Every ball Herath delivers is linked to another one, it's not a delivery, it's part of an overall plan. This game within a game with Clarke seems to be building with every innings. The more accumulated wisdom he gets, the harder it is for Clarke to handle him. Herath is a throwback to the old kind of spinners; sure he has a ball that goes the other way, but his talent isn't in magical balls or stunning deliveries, it's in hours of hard work and the incredibly clever brain of a master spinner.

It looks easy from afar, and it's not as sexy as a 150k yorker, but the fact that someone like Herath is not only in Test cricket, but can play it at this level, shows the amazing talent he has in his extremely mortal frame.

Herath had Watson and Clarke dropped. Not even including the time he should have had Clarke stumped if not for a flick of Clarke's lucky pad. Those two wickets could have changed the entire Test for Sri Lanka, perhaps even the series with Herath having an SCG Test strip next.

Instead Herath's masterful display ended with him losing the Test, the series, and no wickets the last time he bowled in 2012. His only victory was a catch that seemed mostly accidental and all the more awesome because it was him who took it.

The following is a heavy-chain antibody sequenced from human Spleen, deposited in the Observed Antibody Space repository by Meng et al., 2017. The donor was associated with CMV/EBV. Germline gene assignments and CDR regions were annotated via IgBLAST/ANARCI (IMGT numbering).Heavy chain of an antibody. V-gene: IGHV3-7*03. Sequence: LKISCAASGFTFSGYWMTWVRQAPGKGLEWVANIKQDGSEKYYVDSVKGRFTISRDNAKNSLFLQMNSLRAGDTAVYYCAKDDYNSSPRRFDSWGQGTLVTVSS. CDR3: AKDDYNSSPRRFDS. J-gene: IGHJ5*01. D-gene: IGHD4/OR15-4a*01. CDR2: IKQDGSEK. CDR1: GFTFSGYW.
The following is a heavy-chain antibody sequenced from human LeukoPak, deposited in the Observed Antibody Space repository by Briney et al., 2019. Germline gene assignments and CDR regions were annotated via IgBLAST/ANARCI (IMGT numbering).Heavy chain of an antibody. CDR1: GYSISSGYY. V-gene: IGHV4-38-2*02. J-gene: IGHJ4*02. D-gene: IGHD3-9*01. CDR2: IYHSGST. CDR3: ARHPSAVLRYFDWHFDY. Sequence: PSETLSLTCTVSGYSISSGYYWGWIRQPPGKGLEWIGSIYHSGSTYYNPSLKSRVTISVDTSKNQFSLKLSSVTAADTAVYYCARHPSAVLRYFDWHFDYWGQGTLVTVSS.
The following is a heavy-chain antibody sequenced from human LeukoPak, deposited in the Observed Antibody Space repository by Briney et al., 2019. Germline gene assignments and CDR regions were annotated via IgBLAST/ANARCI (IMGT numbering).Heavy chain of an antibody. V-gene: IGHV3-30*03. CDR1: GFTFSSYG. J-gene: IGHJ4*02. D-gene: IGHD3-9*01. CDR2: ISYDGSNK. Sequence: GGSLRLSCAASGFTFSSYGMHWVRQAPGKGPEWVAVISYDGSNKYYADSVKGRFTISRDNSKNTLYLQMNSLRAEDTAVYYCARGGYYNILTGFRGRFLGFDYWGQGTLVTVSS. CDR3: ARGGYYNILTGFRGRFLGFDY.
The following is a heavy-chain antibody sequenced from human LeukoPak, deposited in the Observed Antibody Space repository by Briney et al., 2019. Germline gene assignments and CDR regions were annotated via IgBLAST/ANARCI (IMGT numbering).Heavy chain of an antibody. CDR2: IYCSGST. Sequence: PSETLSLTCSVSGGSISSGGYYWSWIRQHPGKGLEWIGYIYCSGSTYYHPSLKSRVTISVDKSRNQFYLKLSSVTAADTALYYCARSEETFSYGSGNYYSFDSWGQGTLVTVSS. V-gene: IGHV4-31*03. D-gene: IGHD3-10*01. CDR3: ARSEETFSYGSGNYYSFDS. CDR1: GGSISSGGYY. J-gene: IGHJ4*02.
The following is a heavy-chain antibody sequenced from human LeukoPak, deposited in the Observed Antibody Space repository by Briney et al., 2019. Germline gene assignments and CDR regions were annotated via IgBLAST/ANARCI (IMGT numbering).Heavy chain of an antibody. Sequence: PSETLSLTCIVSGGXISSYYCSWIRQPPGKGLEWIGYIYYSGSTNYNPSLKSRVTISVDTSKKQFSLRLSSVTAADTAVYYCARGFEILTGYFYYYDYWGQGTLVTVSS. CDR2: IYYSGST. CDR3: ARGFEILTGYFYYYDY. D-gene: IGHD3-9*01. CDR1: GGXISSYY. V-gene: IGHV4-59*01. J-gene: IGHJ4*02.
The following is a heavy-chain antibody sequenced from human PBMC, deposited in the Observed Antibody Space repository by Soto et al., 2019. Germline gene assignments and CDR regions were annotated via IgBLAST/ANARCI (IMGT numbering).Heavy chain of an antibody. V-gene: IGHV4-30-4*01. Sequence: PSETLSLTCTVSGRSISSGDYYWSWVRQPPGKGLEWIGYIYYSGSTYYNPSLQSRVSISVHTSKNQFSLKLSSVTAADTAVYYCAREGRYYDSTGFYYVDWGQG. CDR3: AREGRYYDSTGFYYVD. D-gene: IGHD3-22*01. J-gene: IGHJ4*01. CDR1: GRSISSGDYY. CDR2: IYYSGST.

Herath didn't become the leading Test wicket-taker in 2012 because of dodgy local tracks. He did it based on a lifetime of spinner's knowledge, battle-weary fingers and the art of subtle deception. The man works hard for every wicket he gets, and does it all without the gift of height or general athletic prowess.

In 2012 Herath was a hero. Even his final deed of 0-95 was heroic, even if it was in vain.

Jarrod Kimber is 50% of the Two Chucks, and the mind responsible for cricketwithballs.com

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© ESPN Sports Media Ltd.

Posted by peiris on (January 5, 2013, 10:01 GMT)

Sri Lankan selectors should seriously consider HERATH to be the next CAPTAIN as he is the only player with experience who could be sure of a place in the side. He is a thinker a man with a brain if you know what I mean.

Posted by CricketPissek on (January 4, 2013, 9:22 GMT)

@Dean Frenkel - I do see your point. However, Herath has been so under appreciated over the past 13-14 years, that even this recent surge in praise by commentators doesn't quite do it. He may be only averaging 50 in the current Aus series, but he has had to many chances dropped off him! The SL batting, support bowling, and fielding have all let him down really. It's one of the reasons Murali did so badly in Australia too. Herath has had NO support, but he is wonderful to watch. If he was Indian, we would hear no end about how he is the reincarnation of Bishen Singh Bedi or something! Anyway, I don't think Herath cares whether he is unsung or sung about. He'll carry on doing his hard work and hope for a good tally by the time he retires.

Posted by ygkd on (January 3, 2013, 19:09 GMT)